While the P1.05 billion combined net worth reported in their 2008 Statement of Assets, Liabilities and Net Worth is an easy reference, a recent Supreme Court decision on the debts of a company they are associated with can make a dent on their wealth.

A company owned by the family of Senator Villar’s wife—Las Pinas Rep. Cynthia Aguilar Villar—is fending off a Supreme Court order to pay back rentals to a firm in the amount of P344.825 million.

Manuela Corp. is contesting before a Las Pinas court a motion to execute the High Court’s order, which was promulgated way back in September 2007. It argued that the property company is still undergoing rehabilitation, thus payment should be held in abeyance.

In other words, the company is still financially bleeding.

Sidebar: The rise and fall of Manuela Corp.

Doña Manuela Aguilar Riguera established Manuela Realty Development Corp. in 1972. It was later renamed as Manuela Corp. Doña Manuela is the grandmother of Las Piñas Rep. Cynthia A. Villar, the wife of 2010 presidential aspirant Sen. Manuel Villar.

Rep. Cynthia’s family—the Aguilars and Rigueras—are not just engaged in local business but also in local politics. Since 1988, most of the mayors of Las Piñas came from this family.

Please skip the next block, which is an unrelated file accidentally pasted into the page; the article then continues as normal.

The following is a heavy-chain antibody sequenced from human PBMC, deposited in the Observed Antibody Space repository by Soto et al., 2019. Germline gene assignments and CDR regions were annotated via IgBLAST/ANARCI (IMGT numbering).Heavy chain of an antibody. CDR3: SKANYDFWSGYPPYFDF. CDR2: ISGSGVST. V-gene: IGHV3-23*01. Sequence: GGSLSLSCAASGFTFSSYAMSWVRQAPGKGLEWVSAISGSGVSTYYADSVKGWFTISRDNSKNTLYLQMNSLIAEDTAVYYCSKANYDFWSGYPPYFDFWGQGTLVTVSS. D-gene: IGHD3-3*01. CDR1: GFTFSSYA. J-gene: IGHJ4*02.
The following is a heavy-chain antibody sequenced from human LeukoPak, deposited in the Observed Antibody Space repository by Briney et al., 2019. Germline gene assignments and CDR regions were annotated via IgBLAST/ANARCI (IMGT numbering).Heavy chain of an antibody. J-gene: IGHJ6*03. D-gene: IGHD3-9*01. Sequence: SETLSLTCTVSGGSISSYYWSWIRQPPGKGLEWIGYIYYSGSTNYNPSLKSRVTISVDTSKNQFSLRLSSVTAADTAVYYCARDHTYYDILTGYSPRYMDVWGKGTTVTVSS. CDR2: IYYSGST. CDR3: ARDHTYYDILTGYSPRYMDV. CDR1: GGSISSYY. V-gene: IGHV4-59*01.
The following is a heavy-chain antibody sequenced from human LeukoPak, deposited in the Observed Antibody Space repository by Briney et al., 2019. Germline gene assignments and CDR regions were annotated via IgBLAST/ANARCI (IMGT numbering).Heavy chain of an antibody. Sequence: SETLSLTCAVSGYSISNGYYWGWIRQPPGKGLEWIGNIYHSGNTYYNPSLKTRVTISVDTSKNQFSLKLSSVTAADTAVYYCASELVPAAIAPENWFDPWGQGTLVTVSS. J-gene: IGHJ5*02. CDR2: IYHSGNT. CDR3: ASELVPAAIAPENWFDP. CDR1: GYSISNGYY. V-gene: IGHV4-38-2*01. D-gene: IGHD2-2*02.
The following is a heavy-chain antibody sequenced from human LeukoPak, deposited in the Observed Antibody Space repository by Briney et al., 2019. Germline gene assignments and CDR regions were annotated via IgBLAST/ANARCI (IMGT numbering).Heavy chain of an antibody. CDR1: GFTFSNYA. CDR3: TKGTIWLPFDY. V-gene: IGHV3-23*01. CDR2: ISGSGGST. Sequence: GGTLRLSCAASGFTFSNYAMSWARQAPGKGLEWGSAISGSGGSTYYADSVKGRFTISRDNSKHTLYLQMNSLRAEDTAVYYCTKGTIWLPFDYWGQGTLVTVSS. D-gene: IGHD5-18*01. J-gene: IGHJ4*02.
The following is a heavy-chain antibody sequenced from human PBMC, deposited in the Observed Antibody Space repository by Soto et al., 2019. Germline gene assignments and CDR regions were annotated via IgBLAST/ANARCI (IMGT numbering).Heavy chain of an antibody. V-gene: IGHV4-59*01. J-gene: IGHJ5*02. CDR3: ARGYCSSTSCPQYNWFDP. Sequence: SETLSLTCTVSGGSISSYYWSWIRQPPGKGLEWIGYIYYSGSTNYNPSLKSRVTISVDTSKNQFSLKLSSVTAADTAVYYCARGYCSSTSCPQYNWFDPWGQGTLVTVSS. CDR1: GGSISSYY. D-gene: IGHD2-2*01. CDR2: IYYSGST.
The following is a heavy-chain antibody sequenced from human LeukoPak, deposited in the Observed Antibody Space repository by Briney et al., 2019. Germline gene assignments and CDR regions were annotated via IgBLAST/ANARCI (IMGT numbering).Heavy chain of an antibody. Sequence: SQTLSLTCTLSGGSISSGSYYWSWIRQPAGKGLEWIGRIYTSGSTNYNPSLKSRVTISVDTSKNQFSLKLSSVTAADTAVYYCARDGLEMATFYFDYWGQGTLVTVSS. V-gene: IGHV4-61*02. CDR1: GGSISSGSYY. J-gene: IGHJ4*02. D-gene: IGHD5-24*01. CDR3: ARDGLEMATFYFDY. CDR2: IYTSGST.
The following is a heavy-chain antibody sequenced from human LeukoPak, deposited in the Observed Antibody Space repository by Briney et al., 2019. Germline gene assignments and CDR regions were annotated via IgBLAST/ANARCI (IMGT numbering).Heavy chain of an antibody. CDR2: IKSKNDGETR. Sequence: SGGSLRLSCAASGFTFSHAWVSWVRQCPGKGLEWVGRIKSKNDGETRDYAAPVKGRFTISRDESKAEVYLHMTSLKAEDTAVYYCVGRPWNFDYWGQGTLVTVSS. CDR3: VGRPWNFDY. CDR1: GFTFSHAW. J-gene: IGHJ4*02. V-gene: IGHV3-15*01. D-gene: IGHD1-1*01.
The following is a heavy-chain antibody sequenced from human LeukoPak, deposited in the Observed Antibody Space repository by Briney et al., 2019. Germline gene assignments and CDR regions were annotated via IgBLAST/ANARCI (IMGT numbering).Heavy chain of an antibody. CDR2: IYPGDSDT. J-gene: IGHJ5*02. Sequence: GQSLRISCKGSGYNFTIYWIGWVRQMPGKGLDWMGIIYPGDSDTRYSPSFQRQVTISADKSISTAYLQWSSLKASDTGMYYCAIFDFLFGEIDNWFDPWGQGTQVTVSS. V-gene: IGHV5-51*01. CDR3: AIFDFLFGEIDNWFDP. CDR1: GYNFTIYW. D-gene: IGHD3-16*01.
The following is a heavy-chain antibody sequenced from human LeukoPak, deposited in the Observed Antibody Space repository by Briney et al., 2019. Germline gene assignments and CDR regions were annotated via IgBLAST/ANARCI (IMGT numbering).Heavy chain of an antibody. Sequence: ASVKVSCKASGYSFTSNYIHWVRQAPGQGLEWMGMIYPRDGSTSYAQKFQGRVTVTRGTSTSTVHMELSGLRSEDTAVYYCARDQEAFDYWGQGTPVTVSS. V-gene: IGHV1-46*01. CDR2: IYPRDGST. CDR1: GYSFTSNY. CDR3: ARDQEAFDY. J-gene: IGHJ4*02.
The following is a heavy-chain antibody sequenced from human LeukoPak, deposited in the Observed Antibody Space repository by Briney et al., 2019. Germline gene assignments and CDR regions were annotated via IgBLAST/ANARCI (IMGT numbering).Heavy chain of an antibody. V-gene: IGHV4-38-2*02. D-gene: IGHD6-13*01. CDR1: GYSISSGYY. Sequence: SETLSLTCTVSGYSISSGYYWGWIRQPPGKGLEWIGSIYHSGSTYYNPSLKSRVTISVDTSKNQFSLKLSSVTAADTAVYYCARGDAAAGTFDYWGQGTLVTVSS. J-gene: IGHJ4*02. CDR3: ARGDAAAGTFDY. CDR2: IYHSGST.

Doña Manuela’s brother, Rosalino Riguera, was the mayor of Las Piñas from 1988-1992. He is also the chairman of Manuela Corp. He has the single biggest stake (27%) in the company, according to latest company submissions to the Securities and Exchange Commission.
Rep. Cynthia’s mother, Lydia Aguilar, holds another 18%. She is also the company treasurer.

 How the Villars are involved in the settlement of the P345 million obligations of Manuela Corp. may either reduce the financial well of the richest and most liquid solons in the country, or raise ethical questions again.

In-laws’ business

On paper, there is no link between Sen. Villar and Manuela Corp., a mall developer and operator.
Sen. Villar’s in-laws, the Aguilars, have been in the mall business for decades. Sen. Villar involved himself in the same industry, too, after he married Rep. Cynthia. His C&P Homes, which focused on affordable homes, became more profitable and high profile than Manuela.

In the aftermath of the 1997 Asian financial crisis, which brought many property companies to their knees, Sen. Villar’s own businesses have already recovered (Read: The Senator is also a big businessman) but Manuela has not.

In 2007, a follow on offering of listed Vista Land and Lifescapes Inc.—the new umbrella company of Sen. Villar’s family—raised some P20 billion in fresh funds from the stock market. Vista Land has been reporting double-digit growth rates in revenues every year.

Manuela, however, is still stuck in rehabilitation. (Read Sidebar: The Rise and Fall of Manuela Corp.)

The perception of some is that Manuela was actually Villar’s.  The senator’s not-so-subtle promotional billboard with overseas Filipino workers is prominently displayed in Starmall (previously named Manuela) along EDSA in Mandaluyong City .

Villar also holds Christmas parties for the Senate press corps in Starmall.

Senator Joker Arroyo previously highlighted the link between Villar and Manuela. When Villar was a recently minted House Speaker, then Makati Rep. Arroyo who lost the race for the Speakership, accused Villar of violating ethical standards because of Manuela.